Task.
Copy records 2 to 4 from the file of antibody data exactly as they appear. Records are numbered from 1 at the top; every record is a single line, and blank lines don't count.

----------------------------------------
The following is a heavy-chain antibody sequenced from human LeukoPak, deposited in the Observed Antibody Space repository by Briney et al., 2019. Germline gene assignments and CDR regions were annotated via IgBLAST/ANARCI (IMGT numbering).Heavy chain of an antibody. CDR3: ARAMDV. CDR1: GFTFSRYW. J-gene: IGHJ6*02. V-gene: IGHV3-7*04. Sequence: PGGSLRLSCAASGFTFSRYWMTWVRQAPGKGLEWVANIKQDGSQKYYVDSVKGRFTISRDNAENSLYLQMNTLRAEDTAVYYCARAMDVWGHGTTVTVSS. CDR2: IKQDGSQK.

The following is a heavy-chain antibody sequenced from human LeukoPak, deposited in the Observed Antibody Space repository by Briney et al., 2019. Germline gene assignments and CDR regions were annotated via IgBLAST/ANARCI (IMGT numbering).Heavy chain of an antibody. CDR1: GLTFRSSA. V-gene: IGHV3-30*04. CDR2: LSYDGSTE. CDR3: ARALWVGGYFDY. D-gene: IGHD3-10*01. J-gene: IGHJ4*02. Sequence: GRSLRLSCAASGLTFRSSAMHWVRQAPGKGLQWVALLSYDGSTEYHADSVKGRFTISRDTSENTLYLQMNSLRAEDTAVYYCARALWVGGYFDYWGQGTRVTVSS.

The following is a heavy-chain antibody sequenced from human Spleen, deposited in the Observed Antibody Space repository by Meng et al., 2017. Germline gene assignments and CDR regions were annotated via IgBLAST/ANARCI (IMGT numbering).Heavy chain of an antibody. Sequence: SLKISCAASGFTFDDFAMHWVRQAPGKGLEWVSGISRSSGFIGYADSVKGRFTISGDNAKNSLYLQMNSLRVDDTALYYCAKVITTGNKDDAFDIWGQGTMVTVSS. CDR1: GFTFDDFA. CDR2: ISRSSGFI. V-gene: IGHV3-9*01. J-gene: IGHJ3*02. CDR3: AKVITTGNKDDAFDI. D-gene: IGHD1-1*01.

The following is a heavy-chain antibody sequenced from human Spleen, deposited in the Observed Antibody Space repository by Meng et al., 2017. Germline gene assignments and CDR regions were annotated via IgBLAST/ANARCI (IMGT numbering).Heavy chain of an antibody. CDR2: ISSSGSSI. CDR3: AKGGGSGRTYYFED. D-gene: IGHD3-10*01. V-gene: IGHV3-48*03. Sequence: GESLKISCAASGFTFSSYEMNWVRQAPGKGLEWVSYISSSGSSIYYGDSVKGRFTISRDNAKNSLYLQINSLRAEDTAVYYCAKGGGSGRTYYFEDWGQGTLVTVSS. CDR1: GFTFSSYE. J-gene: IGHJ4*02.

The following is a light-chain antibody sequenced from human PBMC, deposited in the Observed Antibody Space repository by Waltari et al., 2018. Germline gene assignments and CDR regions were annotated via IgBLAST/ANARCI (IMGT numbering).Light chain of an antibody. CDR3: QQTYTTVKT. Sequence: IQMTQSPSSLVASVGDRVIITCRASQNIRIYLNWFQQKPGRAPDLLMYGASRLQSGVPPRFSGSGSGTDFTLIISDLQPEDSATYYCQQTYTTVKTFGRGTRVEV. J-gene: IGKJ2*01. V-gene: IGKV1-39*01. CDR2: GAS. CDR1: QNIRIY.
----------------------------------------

The following is a heavy-chain antibody sequenced from human LeukoPak, deposited in the Observed Antibody Space repository by Briney et al., 2019. Germline gene assignments and CDR regions were annotated via IgBLAST/ANARCI (IMGT numbering).Heavy chain of an antibody. CDR1: GLTFRSSA. V-gene: IGHV3-30*04. CDR2: LSYDGSTE. CDR3: ARALWVGGYFDY. D-gene: IGHD3-10*01. J-gene: IGHJ4*02. Sequence: GRSLRLSCAASGLTFRSSAMHWVRQAPGKGLQWVALLSYDGSTEYHADSVKGRFTISRDTSENTLYLQMNSLRAEDTAVYYCARALWVGGYFDYWGQGTRVTVSS.

The following is a heavy-chain antibody sequenced from human Spleen, deposited in the Observed Antibody Space repository by Meng et al., 2017. Germline gene assignments and CDR regions were annotated via IgBLAST/ANARCI (IMGT numbering).Heavy chain of an antibody. Sequence: SLKISCAASGFTFDDFAMHWVRQAPGKGLEWVSGISRSSGFIGYADSVKGRFTISGDNAKNSLYLQMNSLRVDDTALYYCAKVITTGNKDDAFDIWGQGTMVTVSS. CDR1: GFTFDDFA. CDR2: ISRSSGFI. V-gene: IGHV3-9*01. J-gene: IGHJ3*02. CDR3: AKVITTGNKDDAFDI. D-gene: IGHD1-1*01.

The following is a heavy-chain antibody sequenced from human Spleen, deposited in the Observed Antibody Space repository by Meng et al., 2017. Germline gene assignments and CDR regions were annotated via IgBLAST/ANARCI (IMGT numbering).Heavy chain of an antibody. CDR2: ISSSGSSI. CDR3: AKGGGSGRTYYFED. D-gene: IGHD3-10*01. V-gene: IGHV3-48*03. Sequence: GESLKISCAASGFTFSSYEMNWVRQAPGKGLEWVSYISSSGSSIYYGDSVKGRFTISRDNAKNSLYLQINSLRAEDTAVYYCAKGGGSGRTYYFEDWGQGTLVTVSS. CDR1: GFTFSSYE. J-gene: IGHJ4*02.